Big bucks going to nonprofits |

Big bucks going to nonprofits

John Colson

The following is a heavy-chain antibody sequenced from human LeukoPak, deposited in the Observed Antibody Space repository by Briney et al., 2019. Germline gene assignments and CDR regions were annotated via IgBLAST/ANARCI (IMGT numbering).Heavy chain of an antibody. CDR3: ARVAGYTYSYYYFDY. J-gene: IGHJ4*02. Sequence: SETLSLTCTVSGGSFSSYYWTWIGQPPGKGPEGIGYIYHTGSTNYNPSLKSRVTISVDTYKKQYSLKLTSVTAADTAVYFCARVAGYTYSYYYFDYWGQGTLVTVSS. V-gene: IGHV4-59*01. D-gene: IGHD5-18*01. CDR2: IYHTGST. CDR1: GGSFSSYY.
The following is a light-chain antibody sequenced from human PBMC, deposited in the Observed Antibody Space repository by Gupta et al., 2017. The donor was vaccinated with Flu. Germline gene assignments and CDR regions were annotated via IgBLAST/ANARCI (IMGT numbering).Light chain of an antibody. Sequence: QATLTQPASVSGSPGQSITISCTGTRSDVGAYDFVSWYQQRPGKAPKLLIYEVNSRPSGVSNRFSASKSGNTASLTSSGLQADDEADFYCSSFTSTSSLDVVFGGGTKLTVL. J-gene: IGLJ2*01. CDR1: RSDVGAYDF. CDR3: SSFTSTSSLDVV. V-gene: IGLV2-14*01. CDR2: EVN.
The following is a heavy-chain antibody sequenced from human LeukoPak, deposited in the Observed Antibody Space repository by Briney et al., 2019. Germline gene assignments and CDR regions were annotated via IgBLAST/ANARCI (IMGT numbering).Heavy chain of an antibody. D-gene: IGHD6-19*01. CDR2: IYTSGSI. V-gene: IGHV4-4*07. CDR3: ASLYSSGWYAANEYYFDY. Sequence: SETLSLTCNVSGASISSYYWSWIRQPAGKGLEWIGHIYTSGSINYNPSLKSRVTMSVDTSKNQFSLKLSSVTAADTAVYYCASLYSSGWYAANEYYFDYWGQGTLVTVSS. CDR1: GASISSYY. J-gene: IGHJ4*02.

Aspen, CO ColoradoASPEN The Aspen Community Foundation announced this week that it gave out $4.8 million in grants to more than 200 organizations in 2006.That compares to approximately $3.4 million handed out in 2005, said ACF development officer Nikki Beinstein Strait. In a written statement, Strait said 77 percent of the grants went to nonprofit groups within the Roaring Fork Valley. Some $3.8 million of the grants, she said, came from the organization’s Donor Advised Funds, which essentially are vehicles for donors who want to direct where their money will go but want to leave the administrative details to others.Another $1 million in grants came from the Aspen Community Foundation’s own grants program (about $600,000) or from special funds established under the ACF umbrella, which include the Early Childhood Education Initiative, the Harley Baldwin Memorial Scholarship Fund, the Emergency Assistance Fund, the Senior Prescription Fund and the EBF Fund. Approximately $400,000 was distributed through this list of funds. Beinstein said.The organizations that received grants include: Alpine Legal Services, which provides free legal assistance to those who need it. The Columbine Homemakers for Independent Living, which provides housekeeping and other services for homebound seniors and disabled adults who may not qualify for home health care under Medicare or Medicaid guidelines. Garfield County School District Re-2, with 4,200 students in schools in Rifle, Silt and New Castle, for the district’s expanding “Latino Parent Liaison” position at Rifle Middle School and for other programs. Mountain Family Health Center, which the ACF called “the fastest-growing rural health center in the state.” The center provides “critical medical care and preventive services to the valley’s working poor, uninsured and underinsured,” according to an ADF statement. Yampah Mountain High School Teen Parent Program, which serves pregnant teens and teens with children, allowing the teens to complete high school will still meeting their children’s needs.For more information, check the website at or call 925-9300.John Colson’s e-mail address is


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